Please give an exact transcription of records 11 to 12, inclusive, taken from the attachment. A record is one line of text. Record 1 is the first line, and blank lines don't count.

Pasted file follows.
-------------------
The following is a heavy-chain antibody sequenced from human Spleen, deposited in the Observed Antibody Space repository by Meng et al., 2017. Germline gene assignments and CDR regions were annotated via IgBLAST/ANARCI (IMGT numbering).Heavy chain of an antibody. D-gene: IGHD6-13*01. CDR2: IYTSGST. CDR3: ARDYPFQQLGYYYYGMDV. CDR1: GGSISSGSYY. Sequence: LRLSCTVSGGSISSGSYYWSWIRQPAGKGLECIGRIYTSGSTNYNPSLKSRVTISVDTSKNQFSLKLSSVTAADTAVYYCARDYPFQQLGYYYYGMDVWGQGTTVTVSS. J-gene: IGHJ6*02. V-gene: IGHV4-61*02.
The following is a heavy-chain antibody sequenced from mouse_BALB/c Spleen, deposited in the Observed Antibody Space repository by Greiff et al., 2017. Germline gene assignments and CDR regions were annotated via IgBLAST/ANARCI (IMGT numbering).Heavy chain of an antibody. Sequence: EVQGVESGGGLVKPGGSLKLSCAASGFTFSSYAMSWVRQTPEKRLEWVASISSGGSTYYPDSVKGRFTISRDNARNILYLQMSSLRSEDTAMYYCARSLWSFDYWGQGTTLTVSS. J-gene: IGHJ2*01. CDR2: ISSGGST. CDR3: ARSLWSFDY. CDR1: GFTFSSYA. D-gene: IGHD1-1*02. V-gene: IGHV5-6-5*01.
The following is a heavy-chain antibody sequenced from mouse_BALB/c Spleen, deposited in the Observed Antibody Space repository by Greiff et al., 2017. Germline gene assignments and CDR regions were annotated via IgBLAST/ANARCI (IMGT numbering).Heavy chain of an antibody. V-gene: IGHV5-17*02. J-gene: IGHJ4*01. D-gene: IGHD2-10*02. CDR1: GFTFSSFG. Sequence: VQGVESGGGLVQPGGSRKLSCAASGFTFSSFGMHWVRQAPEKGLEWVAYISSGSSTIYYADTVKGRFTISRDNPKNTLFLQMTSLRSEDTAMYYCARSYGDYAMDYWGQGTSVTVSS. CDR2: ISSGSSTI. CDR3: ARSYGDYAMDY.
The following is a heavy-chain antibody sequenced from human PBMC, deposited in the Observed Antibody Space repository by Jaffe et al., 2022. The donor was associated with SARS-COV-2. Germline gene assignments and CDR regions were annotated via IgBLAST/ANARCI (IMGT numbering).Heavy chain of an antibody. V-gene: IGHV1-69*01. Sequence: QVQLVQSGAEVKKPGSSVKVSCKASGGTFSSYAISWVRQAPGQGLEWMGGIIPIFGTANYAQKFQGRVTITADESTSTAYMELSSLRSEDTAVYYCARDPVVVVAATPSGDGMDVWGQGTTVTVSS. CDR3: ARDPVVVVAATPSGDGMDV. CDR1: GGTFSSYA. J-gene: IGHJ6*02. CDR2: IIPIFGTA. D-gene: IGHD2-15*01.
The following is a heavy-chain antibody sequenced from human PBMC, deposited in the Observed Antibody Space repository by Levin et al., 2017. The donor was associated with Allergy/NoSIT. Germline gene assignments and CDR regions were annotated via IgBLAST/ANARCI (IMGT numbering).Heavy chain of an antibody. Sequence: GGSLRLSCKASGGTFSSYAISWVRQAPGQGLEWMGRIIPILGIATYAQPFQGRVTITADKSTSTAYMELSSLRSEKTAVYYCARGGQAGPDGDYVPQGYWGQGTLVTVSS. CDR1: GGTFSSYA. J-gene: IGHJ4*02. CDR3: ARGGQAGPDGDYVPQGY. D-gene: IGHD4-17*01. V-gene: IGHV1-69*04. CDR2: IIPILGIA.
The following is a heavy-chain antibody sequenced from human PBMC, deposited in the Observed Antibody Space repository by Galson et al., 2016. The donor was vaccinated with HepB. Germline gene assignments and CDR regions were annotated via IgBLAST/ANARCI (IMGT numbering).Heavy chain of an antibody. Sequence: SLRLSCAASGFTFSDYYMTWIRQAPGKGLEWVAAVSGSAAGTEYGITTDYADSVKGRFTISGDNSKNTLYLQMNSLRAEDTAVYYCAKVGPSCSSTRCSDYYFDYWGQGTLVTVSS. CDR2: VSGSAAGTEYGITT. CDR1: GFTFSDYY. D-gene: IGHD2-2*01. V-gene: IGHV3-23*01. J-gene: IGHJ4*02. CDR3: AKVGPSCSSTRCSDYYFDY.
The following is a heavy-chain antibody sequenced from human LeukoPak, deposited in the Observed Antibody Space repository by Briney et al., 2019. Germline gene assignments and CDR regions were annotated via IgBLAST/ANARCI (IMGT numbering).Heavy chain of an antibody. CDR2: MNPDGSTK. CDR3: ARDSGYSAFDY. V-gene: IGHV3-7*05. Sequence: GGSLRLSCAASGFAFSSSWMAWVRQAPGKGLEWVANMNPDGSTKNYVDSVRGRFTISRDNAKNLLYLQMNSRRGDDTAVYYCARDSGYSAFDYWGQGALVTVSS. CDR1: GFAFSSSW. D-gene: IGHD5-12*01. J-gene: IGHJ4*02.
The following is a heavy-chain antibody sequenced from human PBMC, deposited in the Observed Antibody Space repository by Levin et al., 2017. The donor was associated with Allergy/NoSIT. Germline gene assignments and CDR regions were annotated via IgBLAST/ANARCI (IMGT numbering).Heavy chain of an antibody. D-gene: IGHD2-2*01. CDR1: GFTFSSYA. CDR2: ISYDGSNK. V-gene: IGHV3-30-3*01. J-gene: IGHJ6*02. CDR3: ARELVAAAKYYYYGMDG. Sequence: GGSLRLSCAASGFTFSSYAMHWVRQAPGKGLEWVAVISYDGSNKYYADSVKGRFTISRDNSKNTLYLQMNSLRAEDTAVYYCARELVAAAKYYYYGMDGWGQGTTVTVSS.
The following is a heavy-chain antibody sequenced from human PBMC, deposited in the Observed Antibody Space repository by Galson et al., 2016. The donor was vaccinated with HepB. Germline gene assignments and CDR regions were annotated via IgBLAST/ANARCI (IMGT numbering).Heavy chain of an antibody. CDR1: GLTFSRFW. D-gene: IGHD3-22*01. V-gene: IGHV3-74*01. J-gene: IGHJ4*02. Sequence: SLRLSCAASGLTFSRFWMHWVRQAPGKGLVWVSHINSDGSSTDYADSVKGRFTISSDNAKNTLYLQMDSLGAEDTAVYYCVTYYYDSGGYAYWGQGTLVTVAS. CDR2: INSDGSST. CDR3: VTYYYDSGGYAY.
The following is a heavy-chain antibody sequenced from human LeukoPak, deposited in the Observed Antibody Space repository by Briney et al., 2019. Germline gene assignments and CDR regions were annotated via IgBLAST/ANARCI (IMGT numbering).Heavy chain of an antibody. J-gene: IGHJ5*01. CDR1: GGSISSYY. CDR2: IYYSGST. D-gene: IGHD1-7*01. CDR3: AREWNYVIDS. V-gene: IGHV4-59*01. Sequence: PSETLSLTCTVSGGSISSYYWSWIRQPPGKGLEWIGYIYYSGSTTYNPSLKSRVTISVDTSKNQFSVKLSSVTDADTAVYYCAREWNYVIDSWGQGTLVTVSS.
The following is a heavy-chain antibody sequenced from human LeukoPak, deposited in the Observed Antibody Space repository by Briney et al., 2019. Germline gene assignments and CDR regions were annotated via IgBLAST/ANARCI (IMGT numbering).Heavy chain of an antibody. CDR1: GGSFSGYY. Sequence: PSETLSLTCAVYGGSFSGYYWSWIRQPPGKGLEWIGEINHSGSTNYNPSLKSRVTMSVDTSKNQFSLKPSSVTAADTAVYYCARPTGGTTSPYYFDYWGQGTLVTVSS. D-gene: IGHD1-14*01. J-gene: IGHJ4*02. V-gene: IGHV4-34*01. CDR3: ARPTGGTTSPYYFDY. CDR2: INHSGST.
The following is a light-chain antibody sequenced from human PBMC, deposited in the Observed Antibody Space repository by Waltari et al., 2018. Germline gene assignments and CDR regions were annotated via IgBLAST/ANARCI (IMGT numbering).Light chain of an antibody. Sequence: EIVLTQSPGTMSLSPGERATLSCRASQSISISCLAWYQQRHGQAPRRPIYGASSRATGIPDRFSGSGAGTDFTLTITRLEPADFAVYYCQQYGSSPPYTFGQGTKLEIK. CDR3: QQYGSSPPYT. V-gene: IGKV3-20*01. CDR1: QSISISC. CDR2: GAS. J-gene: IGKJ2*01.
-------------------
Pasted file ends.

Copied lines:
The following is a heavy-chain antibody sequenced from human LeukoPak, deposited in the Observed Antibody Space repository by Briney et al., 2019. Germline gene assignments and CDR regions were annotated via IgBLAST/ANARCI (IMGT numbering).Heavy chain of an antibody. CDR1: GGSFSGYY. Sequence: PSETLSLTCAVYGGSFSGYYWSWIRQPPGKGLEWIGEINHSGSTNYNPSLKSRVTMSVDTSKNQFSLKPSSVTAADTAVYYCARPTGGTTSPYYFDYWGQGTLVTVSS. D-gene: IGHD1-14*01. J-gene: IGHJ4*02. V-gene: IGHV4-34*01. CDR3: ARPTGGTTSPYYFDY. CDR2: INHSGST.
The following is a light-chain antibody sequenced from human PBMC, deposited in the Observed Antibody Space repository by Waltari et al., 2018. Germline gene assignments and CDR regions were annotated via IgBLAST/ANARCI (IMGT numbering).Light chain of an antibody. Sequence: EIVLTQSPGTMSLSPGERATLSCRASQSISISCLAWYQQRHGQAPRRPIYGASSRATGIPDRFSGSGAGTDFTLTITRLEPADFAVYYCQQYGSSPPYTFGQGTKLEIK. CDR3: QQYGSSPPYT. V-gene: IGKV3-20*01. CDR1: QSISISC. CDR2: GAS. J-gene: IGKJ2*01.